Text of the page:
On the side of proportion, things are similar but different. This is the understanding of specific designs on objects, the elements like texture, color, size, and shape. The relationship of these parts on a single whole object is where proportion comes into play. For example, it can be the seating area on a couch. Is it too small compared to the backrest or the legs?
Is it the right color, texture, or material to go well with the remaining elements? Proportion is also applicable on a larger scale (paradox, unintended pun perhaps?), evident in interior design when a single piece of furniture is considered a single element in a space that can be viewed as a bigger object.
Things to Know
Let us not talk about what is definitely important for every interior designer when it comes to these two integral parts of their job. Consult the following list:
1. Repeated Patterns and Shapes
When there is a repeating of patterns and shapes across the interior, it is pleasing to the eye and a very effective way to balance the proportions. A good example of this is balancing objects with what is already there.
If the windows are square, make sure the rug or the carpet are also square. The same goes for the shades of main furniture elements and the ones present on the doors and windows, or other woodwork. Unless the elements are in unison, the job of the designer is not over.
2. Rooms Ceiling Height Scaling
If the ceilings are higher, the furniture has to be larger too. If, on the other hand, the ceilings are quite low, more modest and smaller furnishings are necessary. If the things are the other way around, everything will either look empty or too clustered.
3. Have a Centerpiece
A good and effective strategy to employ is to design around the most important furniture piece in the room. Deciding which piece is the ideal centerpiece is the most important thing. In dining rooms, that would be the table.
In living rooms, it is probably the seating area made up of sofas and armchairs, or the TV stand. In the bedroom, it is obviously the bed. Once you identify the most important thing, it becomes easier to apply scale and proportion other elements.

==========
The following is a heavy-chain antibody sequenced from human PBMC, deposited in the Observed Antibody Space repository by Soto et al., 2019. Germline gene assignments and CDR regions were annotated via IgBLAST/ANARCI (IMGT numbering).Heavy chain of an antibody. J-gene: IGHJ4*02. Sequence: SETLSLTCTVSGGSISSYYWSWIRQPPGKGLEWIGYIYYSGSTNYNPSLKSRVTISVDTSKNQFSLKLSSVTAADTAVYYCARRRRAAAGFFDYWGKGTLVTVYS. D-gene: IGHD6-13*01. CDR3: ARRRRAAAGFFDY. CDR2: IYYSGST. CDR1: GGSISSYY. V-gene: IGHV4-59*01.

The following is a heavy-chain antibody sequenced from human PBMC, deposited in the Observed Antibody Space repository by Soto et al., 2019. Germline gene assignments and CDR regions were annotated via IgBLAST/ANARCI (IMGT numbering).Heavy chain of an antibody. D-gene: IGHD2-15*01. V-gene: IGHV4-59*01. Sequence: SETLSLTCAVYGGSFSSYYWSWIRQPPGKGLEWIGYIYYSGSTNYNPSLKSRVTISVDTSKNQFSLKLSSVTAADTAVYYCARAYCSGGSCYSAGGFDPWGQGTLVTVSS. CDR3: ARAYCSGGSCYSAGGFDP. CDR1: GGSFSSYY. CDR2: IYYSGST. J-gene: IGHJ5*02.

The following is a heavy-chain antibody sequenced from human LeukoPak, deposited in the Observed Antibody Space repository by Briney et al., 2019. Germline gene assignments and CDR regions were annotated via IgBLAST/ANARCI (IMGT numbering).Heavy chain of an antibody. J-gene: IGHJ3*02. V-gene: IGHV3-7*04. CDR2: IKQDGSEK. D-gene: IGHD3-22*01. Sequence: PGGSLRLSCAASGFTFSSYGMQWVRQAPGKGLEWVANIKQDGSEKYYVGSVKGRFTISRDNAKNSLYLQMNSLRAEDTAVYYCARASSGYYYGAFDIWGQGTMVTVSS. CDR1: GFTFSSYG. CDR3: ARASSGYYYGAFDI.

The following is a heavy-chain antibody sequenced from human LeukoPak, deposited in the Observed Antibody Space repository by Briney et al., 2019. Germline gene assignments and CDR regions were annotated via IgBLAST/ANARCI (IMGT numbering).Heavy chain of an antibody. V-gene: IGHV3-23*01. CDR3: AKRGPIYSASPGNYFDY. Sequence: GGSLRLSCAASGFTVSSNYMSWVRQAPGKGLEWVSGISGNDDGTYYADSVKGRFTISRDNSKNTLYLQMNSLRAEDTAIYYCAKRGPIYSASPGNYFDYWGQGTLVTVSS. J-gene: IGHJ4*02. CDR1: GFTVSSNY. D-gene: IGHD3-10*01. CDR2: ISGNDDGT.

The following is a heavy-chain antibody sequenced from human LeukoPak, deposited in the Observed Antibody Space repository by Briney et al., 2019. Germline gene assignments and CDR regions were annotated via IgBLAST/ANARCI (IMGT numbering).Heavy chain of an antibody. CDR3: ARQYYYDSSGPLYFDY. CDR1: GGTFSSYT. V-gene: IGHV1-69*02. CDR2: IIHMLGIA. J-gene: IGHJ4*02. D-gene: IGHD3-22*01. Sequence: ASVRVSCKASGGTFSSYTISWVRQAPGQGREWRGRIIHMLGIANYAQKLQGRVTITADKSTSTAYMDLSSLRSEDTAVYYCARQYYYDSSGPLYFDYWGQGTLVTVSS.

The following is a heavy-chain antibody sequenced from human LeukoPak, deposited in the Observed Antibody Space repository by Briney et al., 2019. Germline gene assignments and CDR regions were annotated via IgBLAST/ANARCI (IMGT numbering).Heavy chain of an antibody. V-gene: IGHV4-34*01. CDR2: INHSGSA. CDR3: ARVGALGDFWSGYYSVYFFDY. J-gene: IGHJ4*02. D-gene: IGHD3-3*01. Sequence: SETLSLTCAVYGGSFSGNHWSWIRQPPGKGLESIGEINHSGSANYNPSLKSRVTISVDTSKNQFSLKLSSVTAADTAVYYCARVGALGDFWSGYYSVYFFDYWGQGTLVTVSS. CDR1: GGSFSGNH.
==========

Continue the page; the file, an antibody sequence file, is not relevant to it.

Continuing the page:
4. Have Negative Space
While it may seem like something you should not have, negative space is actually quite useful. It refers to the area of the room that remains empty, without anything in it or on it. This serves to offset the elements that are already there or to put more focus on others.
It prevents designs from feeling busy and gives a sleek look to the entire space. Desktops and shelf tops that are clear and enough space around the frames of hanging art are examples of this. Corners without any decoration or furniture are also a good idea.
5. The Golden Ratio
Last but not least, here is the general rule of thumb that interior designers should know about. It is the golden ratio that is 1.618 and is applicable across the worlds of design, art, and science. None other than Leonardo da Vinci employed it, as did Greek architects.
It is the proportions of the human body too. The ratio is roughly 60/40, where the 60% is the furniture and the 40% is open, blank space. It makes it comfy to spend time in and move around, complete, and not overcrowded with stuff.